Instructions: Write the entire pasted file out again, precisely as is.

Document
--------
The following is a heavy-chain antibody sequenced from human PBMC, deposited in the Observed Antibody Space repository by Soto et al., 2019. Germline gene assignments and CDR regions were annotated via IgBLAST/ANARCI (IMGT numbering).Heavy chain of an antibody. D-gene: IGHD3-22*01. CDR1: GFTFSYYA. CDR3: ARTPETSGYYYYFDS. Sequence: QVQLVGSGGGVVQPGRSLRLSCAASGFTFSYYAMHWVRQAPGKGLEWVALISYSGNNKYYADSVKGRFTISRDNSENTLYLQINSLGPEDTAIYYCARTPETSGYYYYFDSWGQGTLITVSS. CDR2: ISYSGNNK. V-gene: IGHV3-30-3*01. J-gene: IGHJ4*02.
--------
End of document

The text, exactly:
The following is a heavy-chain antibody sequenced from human PBMC, deposited in the Observed Antibody Space repository by Soto et al., 2019. Germline gene assignments and CDR regions were annotated via IgBLAST/ANARCI (IMGT numbering).Heavy chain of an antibody. D-gene: IGHD3-22*01. CDR1: GFTFSYYA. CDR3: ARTPETSGYYYYFDS. Sequence: QVQLVGSGGGVVQPGRSLRLSCAASGFTFSYYAMHWVRQAPGKGLEWVALISYSGNNKYYADSVKGRFTISRDNSENTLYLQINSLGPEDTAIYYCARTPETSGYYYYFDSWGQGTLITVSS. CDR2: ISYSGNNK. V-gene: IGHV3-30-3*01. J-gene: IGHJ4*02.